"In necessariis unitas, in non-necessariis libertas, in utrisque caritas."

--WARNING!!!--
I have a vocabulary in excess of 75,000 words, and I'm not afraid to use it!

Laurna

 "flashes of red thigh-high leather boots she wore for leg protection, which was considered rather scandalous,"

Evie, I love that. For a women it is easier to have your leg protected in leather from the foot up instead of the hip down. It makes me think that men might have been wearing these types of boots before or during her time, and she adapted the style for herself.
May your horses have wings and fly!

LauraS

I remember reading somewhere that side saddles came to England with the wife of Richard II, Anne of Bohemia, in the late 14th century. Before that, English noblewomen rode astride. Of course, side saddles are far more dangerous and were the cause of many women's deaths over the centuries.

Nezz

Quote from: LauraS on January 12, 2022, 10:41:33 PM
Of course, side saddles are far more dangerous and were the cause of many women's deaths over the centuries.

Heck, how could they not be? Just watching someone ride a horse side saddle makes me feel like I'm about to fall off and I'm not even on the dang horse! :)
Now is life, and life is always better.
-Wolfself

Laurna

It looks like we have hijacked Shiral's story: Sorry Shiral, I love your story.
My sister has ridden Side saddle for decades. When her show jumping horse got too old to do the big jumps, she began competing in hunter/jumpers 2.5 foot fences in side saddle. The modern side saddle has two pummels. you wrap your  right knee over the top pummel and a jumping horn that you press your left thigh up into. My sister stats that with the jumping horn it is virtually impossible to fall off as long as your left foot is in the stirrup. She says the one danger is that if the horse goes down you are going down too because you literally can not get out of the saddle fast enough.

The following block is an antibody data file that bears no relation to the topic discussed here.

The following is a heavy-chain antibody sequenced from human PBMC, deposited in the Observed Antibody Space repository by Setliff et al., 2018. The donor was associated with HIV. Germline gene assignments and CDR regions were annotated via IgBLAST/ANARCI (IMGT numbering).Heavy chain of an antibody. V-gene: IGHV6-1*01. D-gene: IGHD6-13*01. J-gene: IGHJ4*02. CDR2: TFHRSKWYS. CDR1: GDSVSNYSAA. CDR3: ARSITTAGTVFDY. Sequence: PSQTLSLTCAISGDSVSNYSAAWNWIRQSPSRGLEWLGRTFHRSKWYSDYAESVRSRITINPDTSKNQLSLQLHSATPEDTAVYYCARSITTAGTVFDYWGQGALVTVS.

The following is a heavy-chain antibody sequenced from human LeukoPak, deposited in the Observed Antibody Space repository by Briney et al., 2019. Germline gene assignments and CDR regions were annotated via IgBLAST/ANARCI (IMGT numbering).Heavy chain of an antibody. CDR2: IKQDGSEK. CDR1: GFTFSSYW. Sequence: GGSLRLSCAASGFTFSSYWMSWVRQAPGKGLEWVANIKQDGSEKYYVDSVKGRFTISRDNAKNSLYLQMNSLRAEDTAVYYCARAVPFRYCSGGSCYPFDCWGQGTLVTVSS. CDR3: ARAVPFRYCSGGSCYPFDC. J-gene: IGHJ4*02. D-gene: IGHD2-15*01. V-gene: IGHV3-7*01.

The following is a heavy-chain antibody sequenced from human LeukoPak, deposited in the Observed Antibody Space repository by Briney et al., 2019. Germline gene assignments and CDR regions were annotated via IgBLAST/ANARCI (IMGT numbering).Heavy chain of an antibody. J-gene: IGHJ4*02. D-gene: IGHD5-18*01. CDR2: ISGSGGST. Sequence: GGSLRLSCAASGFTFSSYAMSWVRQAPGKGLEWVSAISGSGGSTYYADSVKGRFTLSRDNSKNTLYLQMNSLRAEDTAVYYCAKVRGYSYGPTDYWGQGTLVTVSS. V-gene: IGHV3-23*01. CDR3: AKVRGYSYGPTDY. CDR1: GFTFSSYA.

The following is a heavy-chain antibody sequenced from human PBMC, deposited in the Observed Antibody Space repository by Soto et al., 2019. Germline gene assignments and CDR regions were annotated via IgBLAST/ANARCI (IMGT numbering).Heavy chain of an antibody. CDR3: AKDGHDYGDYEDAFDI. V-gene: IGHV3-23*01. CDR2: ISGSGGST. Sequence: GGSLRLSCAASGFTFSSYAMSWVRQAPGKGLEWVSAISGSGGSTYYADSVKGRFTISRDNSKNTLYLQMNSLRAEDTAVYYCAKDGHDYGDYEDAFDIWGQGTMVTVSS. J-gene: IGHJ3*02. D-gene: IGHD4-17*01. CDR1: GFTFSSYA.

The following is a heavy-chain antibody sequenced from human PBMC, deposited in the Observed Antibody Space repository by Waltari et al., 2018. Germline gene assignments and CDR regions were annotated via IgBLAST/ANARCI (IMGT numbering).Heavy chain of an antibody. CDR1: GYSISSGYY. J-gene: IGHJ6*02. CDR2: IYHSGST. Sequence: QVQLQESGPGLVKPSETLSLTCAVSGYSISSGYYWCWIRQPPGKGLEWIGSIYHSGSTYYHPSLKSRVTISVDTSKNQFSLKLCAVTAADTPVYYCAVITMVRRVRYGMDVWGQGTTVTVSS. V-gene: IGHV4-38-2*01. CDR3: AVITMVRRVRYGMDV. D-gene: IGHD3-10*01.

The evolution of side saddle riding was 1382 Anne of Bohemia sat sideways on a horse on a box chair saddle. This style is for being led at a walk.
Kathrine de Medici around 1550's developed the upper riding pommel on a saddle where she could wrap her right leg over the pummel, there by sitting facing forward and could control her own horse at a trot or canter. From all the paintings and drawings of Queen Elizabeth the I, this is they way she is riding.
Then in 1830's the jumping horn or second pummel was developed at this allowed women the freedom to join fox hunts and ride as well as the men over obstacles.
The danger of riding in modern side saddle with the history costumes is that the volume of skirts can get caught on the pummels. So you must have a groomsmen or a horse that will stand perfectly still while dismounting.
May your horses have wings and fly!